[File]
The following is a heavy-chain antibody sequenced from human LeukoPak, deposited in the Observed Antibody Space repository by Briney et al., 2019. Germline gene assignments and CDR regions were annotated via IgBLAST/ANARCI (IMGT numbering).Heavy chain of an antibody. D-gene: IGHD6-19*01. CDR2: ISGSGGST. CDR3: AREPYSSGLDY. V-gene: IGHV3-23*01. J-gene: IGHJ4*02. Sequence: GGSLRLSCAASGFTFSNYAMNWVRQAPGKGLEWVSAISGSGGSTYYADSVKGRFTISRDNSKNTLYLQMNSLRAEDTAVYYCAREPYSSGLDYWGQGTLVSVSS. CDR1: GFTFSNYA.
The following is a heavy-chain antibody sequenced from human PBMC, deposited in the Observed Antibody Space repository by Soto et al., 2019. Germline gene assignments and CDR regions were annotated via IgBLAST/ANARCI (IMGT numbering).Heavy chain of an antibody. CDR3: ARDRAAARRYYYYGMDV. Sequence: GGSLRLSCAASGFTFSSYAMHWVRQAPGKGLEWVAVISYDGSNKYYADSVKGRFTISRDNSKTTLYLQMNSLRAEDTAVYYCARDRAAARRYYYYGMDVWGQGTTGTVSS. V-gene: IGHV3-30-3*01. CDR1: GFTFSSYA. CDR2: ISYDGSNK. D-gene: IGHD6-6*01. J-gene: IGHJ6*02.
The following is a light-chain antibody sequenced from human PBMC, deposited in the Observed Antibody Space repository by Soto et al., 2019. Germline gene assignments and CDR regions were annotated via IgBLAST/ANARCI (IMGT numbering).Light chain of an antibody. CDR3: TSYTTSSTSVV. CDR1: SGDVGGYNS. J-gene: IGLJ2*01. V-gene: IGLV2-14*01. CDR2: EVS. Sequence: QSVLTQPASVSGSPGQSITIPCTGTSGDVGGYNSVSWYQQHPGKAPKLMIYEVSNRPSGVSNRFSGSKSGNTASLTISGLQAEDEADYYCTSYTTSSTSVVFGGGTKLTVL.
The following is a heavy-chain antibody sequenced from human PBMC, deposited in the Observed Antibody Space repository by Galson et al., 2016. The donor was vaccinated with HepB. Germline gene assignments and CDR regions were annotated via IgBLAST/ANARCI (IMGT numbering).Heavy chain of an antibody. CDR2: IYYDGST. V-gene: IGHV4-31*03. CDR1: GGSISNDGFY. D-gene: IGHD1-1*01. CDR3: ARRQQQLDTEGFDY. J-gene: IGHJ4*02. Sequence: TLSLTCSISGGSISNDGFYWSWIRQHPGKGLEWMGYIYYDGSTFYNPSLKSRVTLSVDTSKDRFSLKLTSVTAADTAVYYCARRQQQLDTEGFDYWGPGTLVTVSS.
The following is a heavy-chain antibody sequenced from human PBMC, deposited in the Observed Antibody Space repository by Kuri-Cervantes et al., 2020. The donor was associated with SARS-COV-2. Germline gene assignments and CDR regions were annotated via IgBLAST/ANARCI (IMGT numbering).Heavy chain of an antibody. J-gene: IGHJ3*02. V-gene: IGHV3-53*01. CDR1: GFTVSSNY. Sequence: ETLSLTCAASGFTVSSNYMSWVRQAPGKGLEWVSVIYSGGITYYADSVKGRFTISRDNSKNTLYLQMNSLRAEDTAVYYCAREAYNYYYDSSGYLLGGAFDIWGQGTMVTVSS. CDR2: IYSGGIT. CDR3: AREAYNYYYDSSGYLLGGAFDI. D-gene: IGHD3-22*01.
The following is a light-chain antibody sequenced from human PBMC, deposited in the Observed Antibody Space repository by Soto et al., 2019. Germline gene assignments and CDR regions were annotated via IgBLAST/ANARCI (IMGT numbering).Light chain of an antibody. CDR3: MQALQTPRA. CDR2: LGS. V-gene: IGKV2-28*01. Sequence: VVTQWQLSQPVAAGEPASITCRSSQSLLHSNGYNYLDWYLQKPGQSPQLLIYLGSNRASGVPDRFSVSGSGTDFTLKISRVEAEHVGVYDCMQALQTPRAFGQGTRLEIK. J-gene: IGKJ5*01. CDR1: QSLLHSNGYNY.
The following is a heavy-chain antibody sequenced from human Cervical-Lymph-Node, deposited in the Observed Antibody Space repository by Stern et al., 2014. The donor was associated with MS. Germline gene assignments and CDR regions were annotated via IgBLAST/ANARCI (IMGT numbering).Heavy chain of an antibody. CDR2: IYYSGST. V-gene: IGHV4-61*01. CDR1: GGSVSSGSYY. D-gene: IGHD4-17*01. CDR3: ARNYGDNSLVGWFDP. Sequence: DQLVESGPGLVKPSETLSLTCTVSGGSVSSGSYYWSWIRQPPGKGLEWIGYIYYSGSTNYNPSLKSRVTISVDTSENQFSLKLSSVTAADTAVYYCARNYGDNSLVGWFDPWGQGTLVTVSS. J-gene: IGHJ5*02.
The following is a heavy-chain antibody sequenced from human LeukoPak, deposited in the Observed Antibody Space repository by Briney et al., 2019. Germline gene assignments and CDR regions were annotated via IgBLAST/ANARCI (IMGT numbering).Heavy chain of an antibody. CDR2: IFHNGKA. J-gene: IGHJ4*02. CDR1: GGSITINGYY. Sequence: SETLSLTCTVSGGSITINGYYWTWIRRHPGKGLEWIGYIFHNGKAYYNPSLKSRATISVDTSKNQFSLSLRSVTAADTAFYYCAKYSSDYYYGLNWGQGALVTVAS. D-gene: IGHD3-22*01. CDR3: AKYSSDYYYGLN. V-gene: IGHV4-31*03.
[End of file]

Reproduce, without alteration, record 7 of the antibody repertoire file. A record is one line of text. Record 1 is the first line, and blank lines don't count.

The following is a heavy-chain antibody sequenced from human Cervical-Lymph-Node, deposited in the Observed Antibody Space repository by Stern et al., 2014. The donor was associated with MS. Germline gene assignments and CDR regions were annotated via IgBLAST/ANARCI (IMGT numbering).Heavy chain of an antibody. CDR2: IYYSGST. V-gene: IGHV4-61*01. CDR1: GGSVSSGSYY. D-gene: IGHD4-17*01. CDR3: ARNYGDNSLVGWFDP. Sequence: DQLVESGPGLVKPSETLSLTCTVSGGSVSSGSYYWSWIRQPPGKGLEWIGYIYYSGSTNYNPSLKSRVTISVDTSENQFSLKLSSVTAADTAVYYCARNYGDNSLVGWFDPWGQGTLVTVSS. J-gene: IGHJ5*02.